According to some sources, the cause for the Amazons' attack on Athens was the fact that Theseus had abandoned Antiope and planned to marry Phaedra. Antiope was furious about this and decided to attack them on their wedding day. She promised to kill every person in attendance; however, she was slain instead by Theseus himself, fulfilling an oracle's prophecy to that effect. Ovid mentions that Theseus killed Antiope despite the fact that she was pregnant.

An alternate version of the myth relates all of the facts concerning Antiope (abduction by Theseus, their marriage, birth of Hippolytus, her being left behind in favour of Phaedra) not of her, but of Hippolyte. In various accounts of this version, the subsequent attack on Athens either does not occur at all or is led by Orithyia.


Homer, Odyssey. xi. 260

Hyginus, epitomizing Euripides' Antiope.

Pseudo-Apollodorus, Bibliotheca iii. 5; Burkert 1983 suggests that this apparently summarises a passage on Antiope in the Catalogue of Women that survives in a brief fragment (Hesiod, fr. 181-82).

Cook, Zeus, vol. I, p. 735.

Hyginus, Fabula 8.

Pausanias ix. 17, x. 32.

Pausanias, 2.10.4.

Z. Ritoók, "Problems in Euripides’ Antiope" Acta Antiqua, 48.1/2 (January 2008).

W. G. Rutherford and Lewis Campbell, "Some Notes on the New Antiope Fragments" The Classical Review 5.3 (March 1891), pp. 123-126.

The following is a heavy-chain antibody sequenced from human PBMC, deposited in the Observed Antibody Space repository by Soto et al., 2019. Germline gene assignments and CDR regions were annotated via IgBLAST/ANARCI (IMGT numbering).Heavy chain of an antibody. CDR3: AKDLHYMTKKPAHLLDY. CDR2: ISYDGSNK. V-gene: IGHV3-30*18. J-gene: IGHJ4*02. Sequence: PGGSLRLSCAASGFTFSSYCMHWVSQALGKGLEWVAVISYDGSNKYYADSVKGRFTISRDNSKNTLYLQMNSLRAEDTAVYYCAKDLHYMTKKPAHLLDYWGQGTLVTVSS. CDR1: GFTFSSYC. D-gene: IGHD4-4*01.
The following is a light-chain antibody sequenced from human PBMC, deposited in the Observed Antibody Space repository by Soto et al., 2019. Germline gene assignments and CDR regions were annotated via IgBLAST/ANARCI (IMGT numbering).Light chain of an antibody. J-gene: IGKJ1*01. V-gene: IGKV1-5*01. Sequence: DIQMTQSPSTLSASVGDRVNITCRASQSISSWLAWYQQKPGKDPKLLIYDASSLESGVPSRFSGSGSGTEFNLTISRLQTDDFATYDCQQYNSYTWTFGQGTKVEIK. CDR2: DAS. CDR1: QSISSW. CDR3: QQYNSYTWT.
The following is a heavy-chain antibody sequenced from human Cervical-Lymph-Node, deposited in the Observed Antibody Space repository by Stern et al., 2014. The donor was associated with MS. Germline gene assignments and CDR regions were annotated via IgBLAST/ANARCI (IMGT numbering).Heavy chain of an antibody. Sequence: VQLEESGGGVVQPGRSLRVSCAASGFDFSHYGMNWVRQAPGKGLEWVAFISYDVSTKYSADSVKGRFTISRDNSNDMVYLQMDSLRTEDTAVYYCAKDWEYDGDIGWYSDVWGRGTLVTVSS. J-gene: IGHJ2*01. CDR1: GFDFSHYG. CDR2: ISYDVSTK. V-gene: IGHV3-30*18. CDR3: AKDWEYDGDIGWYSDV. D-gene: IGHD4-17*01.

Homer, Odyssey Book xi,260


Walter Burkert (1983).Homo Necans iii 5.Antiope and Epopeus. p.186

Cf. Walter Burkert (1983).Homo Necans iii 5.Antiope and Epopeus

Martin Nillson (1967). Die Geschichte der Griechische Religion. Vol. I.Munchen p.228

Diodorus Siculus, Bibliotheca Historica (Book IV, Ch. 16)

Hyginus, Fabulae, 30

Pausanias, Description of Greece (Book 1, Section 2, 1)

Roman, L., & Roman, M. (2010). Encyclopedia of Greek and Roman mythology., p. 71

Plutarch, Life of Theseus (Ch. 26–27)

Pausanias, Description of Greece (Book 1. 2. 1)

Hyginus, Fabulae 241

Ovid, Heroides (Book 4, 117–120)

Simonides in Pseudo-Apollodorus' Bibliotheca (Epitome 1. 16)

Euripides, Hippolytus

Pseudo-Apollodorus, Bibliotheca, (Epitome of Book IV, 1. 16); this source also cites a rare version which makes Melanippe, not Antiope, the one captured by Theseus.